The number of ultra-high-net-worth individuals (UHNWIs) in the world rose 9.3 per cent last year as a global economic rebound from the pandemic and rising equity markets supercharged wealth creation, according to a report by global property consultancy Knight Frank.
Last year saw the addition of 52,000 ultra-wealthy people globally. The growth in wealth was evenly spread across regions, with North America leading the pack and registering a 12.2 per cent increase in wealth for UHNWIs in 2021. Only Africa saw a decline in wealth, according to The Wealth Report 2022.
Knight Frank defines UHNWIs as people who possess a net wealth of $30 million or more, including primary residences and second homes not held as investments.
About 129,557 UHNWIs are self-made and below the age of 40, Knight Frank research found.
“Notwithstanding uncertain times, we have still seen substantial wealth creation globally with the number of people with net wealth of $30m or more increasing by almost 10 per cent last year,” said Roy Penn, head of Knight Frank Private Office.
The Covid-19 pandemic pushed the global economy into its deepest recession since the 1930s, prompting governments to inject $16 trillion in fiscal stimulus to bolster their economies. Stimulus packages, backed by $9tn in monetary support from central banks, led to a resurgence in stock markets, propelling global equities to record highs.
Meanwhile, the total wealth of high-net-worth individuals, or people with a net worth of $1m or more, including their primary residence, rose 7.6 per cent in 2020 to about $80tn, driven by government stimulus measures and rising equity markets, according to Capgemini.
The global number of HNWIs grew by 6.3 per cent in 2020 to surpass the 20 million mark, the global consultancy said in a 2021 report.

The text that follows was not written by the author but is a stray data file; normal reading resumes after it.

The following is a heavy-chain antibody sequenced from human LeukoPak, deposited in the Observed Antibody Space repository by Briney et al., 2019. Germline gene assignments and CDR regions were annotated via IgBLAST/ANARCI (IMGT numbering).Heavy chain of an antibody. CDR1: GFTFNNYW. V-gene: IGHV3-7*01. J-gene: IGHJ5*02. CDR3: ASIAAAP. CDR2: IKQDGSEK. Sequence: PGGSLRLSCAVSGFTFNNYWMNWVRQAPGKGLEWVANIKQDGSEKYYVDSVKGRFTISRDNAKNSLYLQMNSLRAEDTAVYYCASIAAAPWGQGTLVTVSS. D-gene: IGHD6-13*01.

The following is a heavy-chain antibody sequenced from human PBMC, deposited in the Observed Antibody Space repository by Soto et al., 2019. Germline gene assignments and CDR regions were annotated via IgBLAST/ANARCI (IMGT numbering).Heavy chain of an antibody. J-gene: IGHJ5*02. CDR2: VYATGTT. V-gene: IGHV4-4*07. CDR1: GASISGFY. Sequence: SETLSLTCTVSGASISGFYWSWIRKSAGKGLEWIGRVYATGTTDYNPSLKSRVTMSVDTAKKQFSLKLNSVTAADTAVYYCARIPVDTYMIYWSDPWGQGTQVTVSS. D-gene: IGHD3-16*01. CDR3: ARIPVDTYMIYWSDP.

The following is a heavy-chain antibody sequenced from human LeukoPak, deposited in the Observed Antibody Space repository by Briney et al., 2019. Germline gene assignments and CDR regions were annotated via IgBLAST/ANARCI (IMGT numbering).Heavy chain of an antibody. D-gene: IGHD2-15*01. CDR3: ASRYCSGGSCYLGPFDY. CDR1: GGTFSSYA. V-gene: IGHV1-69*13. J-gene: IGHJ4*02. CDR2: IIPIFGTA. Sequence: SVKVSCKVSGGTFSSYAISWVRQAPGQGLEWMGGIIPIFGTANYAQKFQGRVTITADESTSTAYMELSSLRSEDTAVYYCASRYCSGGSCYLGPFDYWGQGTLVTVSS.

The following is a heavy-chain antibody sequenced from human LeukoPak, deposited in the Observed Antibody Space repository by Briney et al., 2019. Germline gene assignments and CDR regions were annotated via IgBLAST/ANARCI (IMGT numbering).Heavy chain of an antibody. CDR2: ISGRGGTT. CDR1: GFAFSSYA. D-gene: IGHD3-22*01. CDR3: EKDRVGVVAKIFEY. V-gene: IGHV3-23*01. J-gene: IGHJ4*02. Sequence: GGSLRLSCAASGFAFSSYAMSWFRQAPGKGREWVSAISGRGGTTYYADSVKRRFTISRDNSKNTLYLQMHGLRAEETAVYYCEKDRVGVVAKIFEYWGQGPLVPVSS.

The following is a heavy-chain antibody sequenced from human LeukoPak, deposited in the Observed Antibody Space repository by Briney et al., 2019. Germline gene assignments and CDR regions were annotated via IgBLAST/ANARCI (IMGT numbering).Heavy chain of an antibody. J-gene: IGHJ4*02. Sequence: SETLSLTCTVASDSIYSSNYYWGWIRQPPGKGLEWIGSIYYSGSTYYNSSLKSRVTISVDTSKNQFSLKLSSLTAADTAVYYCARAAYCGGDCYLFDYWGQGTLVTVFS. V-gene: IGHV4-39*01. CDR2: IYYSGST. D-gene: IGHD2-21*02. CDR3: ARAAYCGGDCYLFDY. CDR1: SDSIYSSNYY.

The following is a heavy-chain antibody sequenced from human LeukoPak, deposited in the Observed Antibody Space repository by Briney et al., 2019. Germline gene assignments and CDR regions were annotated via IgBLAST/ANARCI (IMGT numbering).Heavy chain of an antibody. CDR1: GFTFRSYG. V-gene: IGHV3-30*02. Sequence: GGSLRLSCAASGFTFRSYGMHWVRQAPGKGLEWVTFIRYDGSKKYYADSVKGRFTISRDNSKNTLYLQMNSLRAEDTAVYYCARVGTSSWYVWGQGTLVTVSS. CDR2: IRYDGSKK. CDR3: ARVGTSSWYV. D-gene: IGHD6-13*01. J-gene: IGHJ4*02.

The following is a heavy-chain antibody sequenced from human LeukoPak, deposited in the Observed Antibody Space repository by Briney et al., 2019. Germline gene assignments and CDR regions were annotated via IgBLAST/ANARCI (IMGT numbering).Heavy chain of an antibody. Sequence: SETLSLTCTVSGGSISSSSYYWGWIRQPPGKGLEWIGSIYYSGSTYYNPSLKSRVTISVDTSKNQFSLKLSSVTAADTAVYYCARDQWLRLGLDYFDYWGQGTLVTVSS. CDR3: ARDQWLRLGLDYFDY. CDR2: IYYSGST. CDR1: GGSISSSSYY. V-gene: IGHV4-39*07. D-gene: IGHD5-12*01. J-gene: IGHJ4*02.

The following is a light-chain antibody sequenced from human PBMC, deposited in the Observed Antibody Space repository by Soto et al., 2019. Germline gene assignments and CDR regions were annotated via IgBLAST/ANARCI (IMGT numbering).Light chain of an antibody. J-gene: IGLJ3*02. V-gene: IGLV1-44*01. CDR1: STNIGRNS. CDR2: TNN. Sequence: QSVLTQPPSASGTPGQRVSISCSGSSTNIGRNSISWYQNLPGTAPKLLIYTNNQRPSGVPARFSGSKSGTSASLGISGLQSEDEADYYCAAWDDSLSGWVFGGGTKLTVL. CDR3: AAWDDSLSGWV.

The top five regions that saw the biggest wealth gains for UHNWIs in 2021 were the US, the UK, France, Japan and China, Knight Frank said.
Asset prices from property markets to stock markets and luxury collectibles all helped to boost the fortunes of those wealthy enough to hold investment portfolios, the consultancy added.
“We haven’t seen that level of wealth growth since 2017,” said Flora Harley, deputy editor of The Wealth Report.
“We saw huge amounts of savings as people didn’t go out and spend in restaurants or on holidays. All of this resulted in an accumulation of wealth.”
Eighty-two per cent of wealth advisers and private bankers surveyed by Knight Frank said clients’ wealth increased last year, with more than half describing the rise as “significant” or by more than 10 per cent.
Meanwhile, 83 per cent of those polled expect clients’ wealth to grow further this year, the report said.
There will be a further 28.3 per cent increase in global UHNWI numbers by 2026, Knight Frank said. By 2026, Asia will surpass Europe as the second-largest regional wealth hub, it added.
In terms of investment preferences, 18 per cent of UHNWIs now own some kind of cryptocurrency, while 11 per cent have invested in non-fungible tokens (NFTs), the report found. Real estate accounts for 27 per cent of investable wealth in UHNWI investment portfolios.
More than 60 per cent of wealth advisers see blockchain technology as an investment opportunity for their super-affluent clients, according to the report.
Seventy-nine per cent of wealth advisers also view private equity or venture capital as an increasing opportunity for wealth growth and preservation, Knight Frank said.
Around 80 per cent of ultra-wealthy investors want more environmental, social and governance (ESG)-compliant assets to future-proof their portfolios, the report found.
However, the biggest barriers for ESG-related investment among UHNWIs include lack of opportunities, access to reliable information and a lack of understanding of ESG, Knight Frank said.